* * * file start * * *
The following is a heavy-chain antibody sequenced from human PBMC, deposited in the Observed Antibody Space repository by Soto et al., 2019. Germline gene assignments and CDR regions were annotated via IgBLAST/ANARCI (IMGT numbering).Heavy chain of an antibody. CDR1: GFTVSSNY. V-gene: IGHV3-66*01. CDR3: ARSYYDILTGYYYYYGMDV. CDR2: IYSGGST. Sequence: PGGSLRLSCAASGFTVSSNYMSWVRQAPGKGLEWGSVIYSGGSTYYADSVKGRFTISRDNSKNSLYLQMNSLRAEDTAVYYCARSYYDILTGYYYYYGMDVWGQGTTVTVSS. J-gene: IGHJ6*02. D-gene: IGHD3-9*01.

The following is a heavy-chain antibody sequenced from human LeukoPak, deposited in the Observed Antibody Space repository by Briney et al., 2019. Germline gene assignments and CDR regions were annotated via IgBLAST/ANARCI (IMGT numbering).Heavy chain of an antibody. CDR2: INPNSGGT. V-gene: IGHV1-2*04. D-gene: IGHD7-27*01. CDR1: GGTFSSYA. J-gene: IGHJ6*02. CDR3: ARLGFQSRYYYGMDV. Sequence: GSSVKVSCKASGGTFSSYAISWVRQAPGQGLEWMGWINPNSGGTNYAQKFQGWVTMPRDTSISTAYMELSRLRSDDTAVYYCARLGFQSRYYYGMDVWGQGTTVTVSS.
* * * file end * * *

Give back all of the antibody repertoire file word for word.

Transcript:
The following is a heavy-chain antibody sequenced from human PBMC, deposited in the Observed Antibody Space repository by Soto et al., 2019. Germline gene assignments and CDR regions were annotated via IgBLAST/ANARCI (IMGT numbering).Heavy chain of an antibody. CDR1: GFTVSSNY. V-gene: IGHV3-66*01. CDR3: ARSYYDILTGYYYYYGMDV. CDR2: IYSGGST. Sequence: PGGSLRLSCAASGFTVSSNYMSWVRQAPGKGLEWGSVIYSGGSTYYADSVKGRFTISRDNSKNSLYLQMNSLRAEDTAVYYCARSYYDILTGYYYYYGMDVWGQGTTVTVSS. J-gene: IGHJ6*02. D-gene: IGHD3-9*01.

The following is a heavy-chain antibody sequenced from human LeukoPak, deposited in the Observed Antibody Space repository by Briney et al., 2019. Germline gene assignments and CDR regions were annotated via IgBLAST/ANARCI (IMGT numbering).Heavy chain of an antibody. CDR2: INPNSGGT. V-gene: IGHV1-2*04. D-gene: IGHD7-27*01. CDR1: GGTFSSYA. J-gene: IGHJ6*02. CDR3: ARLGFQSRYYYGMDV. Sequence: GSSVKVSCKASGGTFSSYAISWVRQAPGQGLEWMGWINPNSGGTNYAQKFQGWVTMPRDTSISTAYMELSRLRSDDTAVYYCARLGFQSRYYYGMDVWGQGTTVTVSS.